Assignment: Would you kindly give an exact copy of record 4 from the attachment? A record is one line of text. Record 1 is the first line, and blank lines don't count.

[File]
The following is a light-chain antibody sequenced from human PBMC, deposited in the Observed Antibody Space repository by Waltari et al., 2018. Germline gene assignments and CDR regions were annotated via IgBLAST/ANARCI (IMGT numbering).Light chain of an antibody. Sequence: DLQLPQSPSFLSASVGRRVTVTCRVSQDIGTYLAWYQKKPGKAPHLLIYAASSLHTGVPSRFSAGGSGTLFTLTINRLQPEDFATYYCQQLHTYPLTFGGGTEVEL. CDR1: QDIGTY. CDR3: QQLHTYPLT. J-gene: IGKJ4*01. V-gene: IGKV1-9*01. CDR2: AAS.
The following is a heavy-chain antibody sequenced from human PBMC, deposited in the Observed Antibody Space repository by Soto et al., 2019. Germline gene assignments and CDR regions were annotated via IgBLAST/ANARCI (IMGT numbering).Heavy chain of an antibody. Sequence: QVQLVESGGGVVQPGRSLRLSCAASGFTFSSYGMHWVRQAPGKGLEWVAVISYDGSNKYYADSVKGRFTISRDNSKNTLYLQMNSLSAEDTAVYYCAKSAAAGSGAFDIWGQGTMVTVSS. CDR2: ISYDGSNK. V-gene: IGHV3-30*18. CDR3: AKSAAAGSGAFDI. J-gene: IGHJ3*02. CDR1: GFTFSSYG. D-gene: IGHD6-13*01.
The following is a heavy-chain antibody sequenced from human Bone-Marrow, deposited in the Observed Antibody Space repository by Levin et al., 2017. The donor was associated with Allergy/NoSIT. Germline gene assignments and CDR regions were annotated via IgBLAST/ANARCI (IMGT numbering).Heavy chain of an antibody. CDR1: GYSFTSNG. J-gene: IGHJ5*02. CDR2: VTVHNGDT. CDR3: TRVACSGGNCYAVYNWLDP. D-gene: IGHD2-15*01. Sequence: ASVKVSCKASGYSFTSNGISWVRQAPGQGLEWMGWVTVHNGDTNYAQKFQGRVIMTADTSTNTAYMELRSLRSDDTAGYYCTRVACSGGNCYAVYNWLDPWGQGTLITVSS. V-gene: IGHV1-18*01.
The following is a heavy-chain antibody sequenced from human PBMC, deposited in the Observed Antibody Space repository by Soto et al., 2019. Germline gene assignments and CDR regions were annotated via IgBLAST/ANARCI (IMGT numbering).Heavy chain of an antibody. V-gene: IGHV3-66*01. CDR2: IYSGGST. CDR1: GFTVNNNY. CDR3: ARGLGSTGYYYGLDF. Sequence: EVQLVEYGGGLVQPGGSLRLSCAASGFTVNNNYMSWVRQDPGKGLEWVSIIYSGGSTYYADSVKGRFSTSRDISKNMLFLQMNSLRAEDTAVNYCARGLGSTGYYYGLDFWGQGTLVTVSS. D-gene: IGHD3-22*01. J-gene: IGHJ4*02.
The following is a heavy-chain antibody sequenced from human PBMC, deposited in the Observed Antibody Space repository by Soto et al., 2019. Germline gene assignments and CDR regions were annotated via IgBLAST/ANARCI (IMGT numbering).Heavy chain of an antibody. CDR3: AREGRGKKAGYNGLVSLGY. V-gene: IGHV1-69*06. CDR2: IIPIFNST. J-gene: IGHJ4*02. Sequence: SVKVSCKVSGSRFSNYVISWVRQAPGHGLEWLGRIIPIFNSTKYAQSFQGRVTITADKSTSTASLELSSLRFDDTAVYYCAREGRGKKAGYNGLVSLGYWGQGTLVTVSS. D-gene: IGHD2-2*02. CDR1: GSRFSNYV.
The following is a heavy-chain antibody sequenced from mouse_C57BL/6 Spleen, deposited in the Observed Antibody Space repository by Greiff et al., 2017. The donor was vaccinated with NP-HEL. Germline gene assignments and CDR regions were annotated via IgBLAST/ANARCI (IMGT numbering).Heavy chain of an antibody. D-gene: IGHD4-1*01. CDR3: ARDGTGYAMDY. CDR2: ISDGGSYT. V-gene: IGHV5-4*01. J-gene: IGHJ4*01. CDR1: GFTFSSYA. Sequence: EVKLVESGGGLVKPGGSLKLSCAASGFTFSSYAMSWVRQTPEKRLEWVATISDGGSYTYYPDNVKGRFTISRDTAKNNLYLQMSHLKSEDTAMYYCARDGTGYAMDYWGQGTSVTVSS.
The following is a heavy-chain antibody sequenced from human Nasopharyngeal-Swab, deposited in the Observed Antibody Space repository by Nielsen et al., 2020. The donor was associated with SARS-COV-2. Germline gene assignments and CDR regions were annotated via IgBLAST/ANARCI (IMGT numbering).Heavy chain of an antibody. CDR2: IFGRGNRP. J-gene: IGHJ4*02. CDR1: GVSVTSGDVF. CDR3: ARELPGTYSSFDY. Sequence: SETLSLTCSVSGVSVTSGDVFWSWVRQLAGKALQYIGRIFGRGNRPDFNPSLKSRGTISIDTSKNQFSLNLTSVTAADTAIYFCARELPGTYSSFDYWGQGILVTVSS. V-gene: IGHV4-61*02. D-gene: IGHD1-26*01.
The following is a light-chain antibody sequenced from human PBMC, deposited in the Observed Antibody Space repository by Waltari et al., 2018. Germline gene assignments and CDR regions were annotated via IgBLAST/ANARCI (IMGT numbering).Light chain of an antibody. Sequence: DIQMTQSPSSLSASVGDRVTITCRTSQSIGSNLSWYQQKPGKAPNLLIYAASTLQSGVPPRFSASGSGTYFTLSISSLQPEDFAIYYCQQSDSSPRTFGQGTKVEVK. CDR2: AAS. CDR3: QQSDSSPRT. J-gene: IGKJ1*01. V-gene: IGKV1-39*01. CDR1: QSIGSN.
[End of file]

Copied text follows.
The following is a heavy-chain antibody sequenced from human PBMC, deposited in the Observed Antibody Space repository by Soto et al., 2019. Germline gene assignments and CDR regions were annotated via IgBLAST/ANARCI (IMGT numbering).Heavy chain of an antibody. V-gene: IGHV3-66*01. CDR2: IYSGGST. CDR1: GFTVNNNY. CDR3: ARGLGSTGYYYGLDF. Sequence: EVQLVEYGGGLVQPGGSLRLSCAASGFTVNNNYMSWVRQDPGKGLEWVSIIYSGGSTYYADSVKGRFSTSRDISKNMLFLQMNSLRAEDTAVNYCARGLGSTGYYYGLDFWGQGTLVTVSS. D-gene: IGHD3-22*01. J-gene: IGHJ4*02.